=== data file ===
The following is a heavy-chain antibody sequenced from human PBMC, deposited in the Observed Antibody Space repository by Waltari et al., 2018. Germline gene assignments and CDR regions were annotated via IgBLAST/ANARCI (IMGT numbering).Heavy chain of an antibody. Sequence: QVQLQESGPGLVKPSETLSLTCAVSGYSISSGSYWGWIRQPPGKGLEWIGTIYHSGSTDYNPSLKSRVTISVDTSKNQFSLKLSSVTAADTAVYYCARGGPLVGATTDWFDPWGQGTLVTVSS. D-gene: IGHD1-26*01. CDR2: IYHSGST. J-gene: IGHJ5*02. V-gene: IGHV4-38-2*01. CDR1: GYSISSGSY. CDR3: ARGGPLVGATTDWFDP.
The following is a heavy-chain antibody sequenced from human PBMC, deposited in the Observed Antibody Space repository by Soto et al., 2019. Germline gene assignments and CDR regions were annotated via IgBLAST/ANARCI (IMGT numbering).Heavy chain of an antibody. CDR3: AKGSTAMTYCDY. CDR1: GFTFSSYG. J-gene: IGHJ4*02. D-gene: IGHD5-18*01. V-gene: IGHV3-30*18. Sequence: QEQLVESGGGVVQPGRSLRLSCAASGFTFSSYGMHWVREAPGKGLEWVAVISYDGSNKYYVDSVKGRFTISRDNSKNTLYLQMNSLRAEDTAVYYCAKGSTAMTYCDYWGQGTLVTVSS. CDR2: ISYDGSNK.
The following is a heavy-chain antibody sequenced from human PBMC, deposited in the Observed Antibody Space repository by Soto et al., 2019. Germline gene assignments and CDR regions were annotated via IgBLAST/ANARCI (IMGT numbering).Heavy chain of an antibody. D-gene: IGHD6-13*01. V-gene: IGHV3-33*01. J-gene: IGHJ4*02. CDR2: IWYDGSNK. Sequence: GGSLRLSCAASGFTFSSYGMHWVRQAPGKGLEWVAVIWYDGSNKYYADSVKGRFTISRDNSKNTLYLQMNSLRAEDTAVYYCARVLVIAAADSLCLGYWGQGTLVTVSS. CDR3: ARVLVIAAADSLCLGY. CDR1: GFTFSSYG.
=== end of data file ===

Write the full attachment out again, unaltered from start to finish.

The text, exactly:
The following is a heavy-chain antibody sequenced from human PBMC, deposited in the Observed Antibody Space repository by Waltari et al., 2018. Germline gene assignments and CDR regions were annotated via IgBLAST/ANARCI (IMGT numbering).Heavy chain of an antibody. Sequence: QVQLQESGPGLVKPSETLSLTCAVSGYSISSGSYWGWIRQPPGKGLEWIGTIYHSGSTDYNPSLKSRVTISVDTSKNQFSLKLSSVTAADTAVYYCARGGPLVGATTDWFDPWGQGTLVTVSS. D-gene: IGHD1-26*01. CDR2: IYHSGST. J-gene: IGHJ5*02. V-gene: IGHV4-38-2*01. CDR1: GYSISSGSY. CDR3: ARGGPLVGATTDWFDP.
The following is a heavy-chain antibody sequenced from human PBMC, deposited in the Observed Antibody Space repository by Soto et al., 2019. Germline gene assignments and CDR regions were annotated via IgBLAST/ANARCI (IMGT numbering).Heavy chain of an antibody. CDR3: AKGSTAMTYCDY. CDR1: GFTFSSYG. J-gene: IGHJ4*02. D-gene: IGHD5-18*01. V-gene: IGHV3-30*18. Sequence: QEQLVESGGGVVQPGRSLRLSCAASGFTFSSYGMHWVREAPGKGLEWVAVISYDGSNKYYVDSVKGRFTISRDNSKNTLYLQMNSLRAEDTAVYYCAKGSTAMTYCDYWGQGTLVTVSS. CDR2: ISYDGSNK.
The following is a heavy-chain antibody sequenced from human PBMC, deposited in the Observed Antibody Space repository by Soto et al., 2019. Germline gene assignments and CDR regions were annotated via IgBLAST/ANARCI (IMGT numbering).Heavy chain of an antibody. D-gene: IGHD6-13*01. V-gene: IGHV3-33*01. J-gene: IGHJ4*02. CDR2: IWYDGSNK. Sequence: GGSLRLSCAASGFTFSSYGMHWVRQAPGKGLEWVAVIWYDGSNKYYADSVKGRFTISRDNSKNTLYLQMNSLRAEDTAVYYCARVLVIAAADSLCLGYWGQGTLVTVSS. CDR3: ARVLVIAAADSLCLGY. CDR1: GFTFSSYG.